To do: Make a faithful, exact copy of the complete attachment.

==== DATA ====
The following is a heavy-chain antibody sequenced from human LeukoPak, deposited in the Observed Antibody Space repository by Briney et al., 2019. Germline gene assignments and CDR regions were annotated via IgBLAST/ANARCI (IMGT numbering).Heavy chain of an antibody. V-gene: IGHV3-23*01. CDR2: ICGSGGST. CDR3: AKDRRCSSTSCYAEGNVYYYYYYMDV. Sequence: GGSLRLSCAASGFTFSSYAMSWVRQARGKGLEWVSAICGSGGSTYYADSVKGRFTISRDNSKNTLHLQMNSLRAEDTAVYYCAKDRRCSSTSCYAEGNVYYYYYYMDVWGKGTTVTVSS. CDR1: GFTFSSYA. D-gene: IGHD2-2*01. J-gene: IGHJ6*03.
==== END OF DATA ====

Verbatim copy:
The following is a heavy-chain antibody sequenced from human LeukoPak, deposited in the Observed Antibody Space repository by Briney et al., 2019. Germline gene assignments and CDR regions were annotated via IgBLAST/ANARCI (IMGT numbering).Heavy chain of an antibody. V-gene: IGHV3-23*01. CDR2: ICGSGGST. CDR3: AKDRRCSSTSCYAEGNVYYYYYYMDV. Sequence: GGSLRLSCAASGFTFSSYAMSWVRQARGKGLEWVSAICGSGGSTYYADSVKGRFTISRDNSKNTLHLQMNSLRAEDTAVYYCAKDRRCSSTSCYAEGNVYYYYYYMDVWGKGTTVTVSS. CDR1: GFTFSSYA. D-gene: IGHD2-2*01. J-gene: IGHJ6*03.